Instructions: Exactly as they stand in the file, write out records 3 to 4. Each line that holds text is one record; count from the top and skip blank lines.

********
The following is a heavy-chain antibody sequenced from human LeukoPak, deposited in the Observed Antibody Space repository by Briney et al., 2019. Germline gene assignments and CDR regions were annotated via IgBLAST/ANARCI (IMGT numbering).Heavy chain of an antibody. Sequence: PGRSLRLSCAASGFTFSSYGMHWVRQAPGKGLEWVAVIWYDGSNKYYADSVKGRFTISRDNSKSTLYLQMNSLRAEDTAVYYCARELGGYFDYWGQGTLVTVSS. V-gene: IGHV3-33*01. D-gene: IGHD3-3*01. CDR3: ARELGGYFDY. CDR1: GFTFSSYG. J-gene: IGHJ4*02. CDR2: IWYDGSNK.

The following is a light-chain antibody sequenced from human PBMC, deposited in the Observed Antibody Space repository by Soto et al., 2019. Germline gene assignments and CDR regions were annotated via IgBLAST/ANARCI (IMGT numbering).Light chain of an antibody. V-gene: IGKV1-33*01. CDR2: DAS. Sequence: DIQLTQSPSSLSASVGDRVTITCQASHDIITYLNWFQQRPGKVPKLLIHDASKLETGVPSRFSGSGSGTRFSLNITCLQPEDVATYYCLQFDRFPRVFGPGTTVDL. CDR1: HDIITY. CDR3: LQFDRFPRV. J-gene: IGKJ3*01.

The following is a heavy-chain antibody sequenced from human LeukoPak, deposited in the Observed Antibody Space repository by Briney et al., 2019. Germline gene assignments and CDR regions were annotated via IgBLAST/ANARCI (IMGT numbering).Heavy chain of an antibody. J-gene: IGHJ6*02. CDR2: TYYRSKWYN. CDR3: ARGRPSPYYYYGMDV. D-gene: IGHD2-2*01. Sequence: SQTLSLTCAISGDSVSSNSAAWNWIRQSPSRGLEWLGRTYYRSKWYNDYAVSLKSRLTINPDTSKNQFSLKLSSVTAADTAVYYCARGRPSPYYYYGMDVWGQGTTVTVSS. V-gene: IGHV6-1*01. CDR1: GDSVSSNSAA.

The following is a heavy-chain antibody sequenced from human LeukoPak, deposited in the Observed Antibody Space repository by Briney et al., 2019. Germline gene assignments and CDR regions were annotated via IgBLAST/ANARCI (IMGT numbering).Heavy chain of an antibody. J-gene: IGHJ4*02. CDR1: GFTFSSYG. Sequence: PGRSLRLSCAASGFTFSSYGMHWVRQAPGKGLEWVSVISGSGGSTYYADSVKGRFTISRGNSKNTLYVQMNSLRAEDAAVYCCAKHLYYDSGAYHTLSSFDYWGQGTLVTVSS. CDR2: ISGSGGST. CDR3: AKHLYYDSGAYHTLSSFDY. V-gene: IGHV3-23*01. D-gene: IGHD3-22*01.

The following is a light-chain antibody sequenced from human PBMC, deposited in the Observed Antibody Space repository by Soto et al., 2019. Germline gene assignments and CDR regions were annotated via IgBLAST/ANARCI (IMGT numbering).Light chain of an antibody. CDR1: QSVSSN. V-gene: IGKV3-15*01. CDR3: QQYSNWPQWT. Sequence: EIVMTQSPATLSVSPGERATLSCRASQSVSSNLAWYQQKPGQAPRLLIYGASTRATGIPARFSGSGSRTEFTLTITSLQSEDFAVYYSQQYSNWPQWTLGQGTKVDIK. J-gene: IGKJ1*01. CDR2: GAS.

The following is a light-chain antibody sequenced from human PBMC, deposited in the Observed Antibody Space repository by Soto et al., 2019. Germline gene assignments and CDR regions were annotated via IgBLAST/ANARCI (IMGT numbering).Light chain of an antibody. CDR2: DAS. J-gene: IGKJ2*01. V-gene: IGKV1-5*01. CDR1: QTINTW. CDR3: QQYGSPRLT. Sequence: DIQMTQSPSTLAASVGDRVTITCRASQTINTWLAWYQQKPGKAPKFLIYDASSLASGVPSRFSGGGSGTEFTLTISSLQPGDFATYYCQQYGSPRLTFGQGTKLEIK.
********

The following is a heavy-chain antibody sequenced from human LeukoPak, deposited in the Observed Antibody Space repository by Briney et al., 2019. Germline gene assignments and CDR regions were annotated via IgBLAST/ANARCI (IMGT numbering).Heavy chain of an antibody. J-gene: IGHJ6*02. CDR2: TYYRSKWYN. CDR3: ARGRPSPYYYYGMDV. D-gene: IGHD2-2*01. Sequence: SQTLSLTCAISGDSVSSNSAAWNWIRQSPSRGLEWLGRTYYRSKWYNDYAVSLKSRLTINPDTSKNQFSLKLSSVTAADTAVYYCARGRPSPYYYYGMDVWGQGTTVTVSS. V-gene: IGHV6-1*01. CDR1: GDSVSSNSAA.

The following is a heavy-chain antibody sequenced from human LeukoPak, deposited in the Observed Antibody Space repository by Briney et al., 2019. Germline gene assignments and CDR regions were annotated via IgBLAST/ANARCI (IMGT numbering).Heavy chain of an antibody. J-gene: IGHJ4*02. CDR1: GFTFSSYG. Sequence: PGRSLRLSCAASGFTFSSYGMHWVRQAPGKGLEWVSVISGSGGSTYYADSVKGRFTISRGNSKNTLYVQMNSLRAEDAAVYCCAKHLYYDSGAYHTLSSFDYWGQGTLVTVSS. CDR2: ISGSGGST. CDR3: AKHLYYDSGAYHTLSSFDY. V-gene: IGHV3-23*01. D-gene: IGHD3-22*01.